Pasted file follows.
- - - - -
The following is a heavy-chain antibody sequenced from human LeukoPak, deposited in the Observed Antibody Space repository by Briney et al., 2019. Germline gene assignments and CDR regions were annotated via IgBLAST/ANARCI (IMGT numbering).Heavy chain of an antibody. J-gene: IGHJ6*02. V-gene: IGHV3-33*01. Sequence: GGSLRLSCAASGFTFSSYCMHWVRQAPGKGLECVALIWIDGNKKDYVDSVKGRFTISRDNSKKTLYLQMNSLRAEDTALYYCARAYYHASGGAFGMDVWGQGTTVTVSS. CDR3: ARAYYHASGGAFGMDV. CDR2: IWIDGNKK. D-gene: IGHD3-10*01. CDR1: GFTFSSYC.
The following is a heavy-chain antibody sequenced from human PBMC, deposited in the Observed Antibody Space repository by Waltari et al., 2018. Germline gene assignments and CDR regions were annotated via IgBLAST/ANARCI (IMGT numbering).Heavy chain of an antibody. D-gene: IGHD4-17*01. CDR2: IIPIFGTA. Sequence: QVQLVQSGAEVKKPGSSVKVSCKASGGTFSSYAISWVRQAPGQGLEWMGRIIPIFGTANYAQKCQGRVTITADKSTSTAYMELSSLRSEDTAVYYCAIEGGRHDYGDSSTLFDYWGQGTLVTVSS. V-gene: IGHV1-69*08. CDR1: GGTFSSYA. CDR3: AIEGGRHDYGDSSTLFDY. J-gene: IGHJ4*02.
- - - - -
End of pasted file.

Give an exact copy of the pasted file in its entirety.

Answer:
The following is a heavy-chain antibody sequenced from human LeukoPak, deposited in the Observed Antibody Space repository by Briney et al., 2019. Germline gene assignments and CDR regions were annotated via IgBLAST/ANARCI (IMGT numbering).Heavy chain of an antibody. J-gene: IGHJ6*02. V-gene: IGHV3-33*01. Sequence: GGSLRLSCAASGFTFSSYCMHWVRQAPGKGLECVALIWIDGNKKDYVDSVKGRFTISRDNSKKTLYLQMNSLRAEDTALYYCARAYYHASGGAFGMDVWGQGTTVTVSS. CDR3: ARAYYHASGGAFGMDV. CDR2: IWIDGNKK. D-gene: IGHD3-10*01. CDR1: GFTFSSYC.
The following is a heavy-chain antibody sequenced from human PBMC, deposited in the Observed Antibody Space repository by Waltari et al., 2018. Germline gene assignments and CDR regions were annotated via IgBLAST/ANARCI (IMGT numbering).Heavy chain of an antibody. D-gene: IGHD4-17*01. CDR2: IIPIFGTA. Sequence: QVQLVQSGAEVKKPGSSVKVSCKASGGTFSSYAISWVRQAPGQGLEWMGRIIPIFGTANYAQKCQGRVTITADKSTSTAYMELSSLRSEDTAVYYCAIEGGRHDYGDSSTLFDYWGQGTLVTVSS. V-gene: IGHV1-69*08. CDR1: GGTFSSYA. CDR3: AIEGGRHDYGDSSTLFDY. J-gene: IGHJ4*02.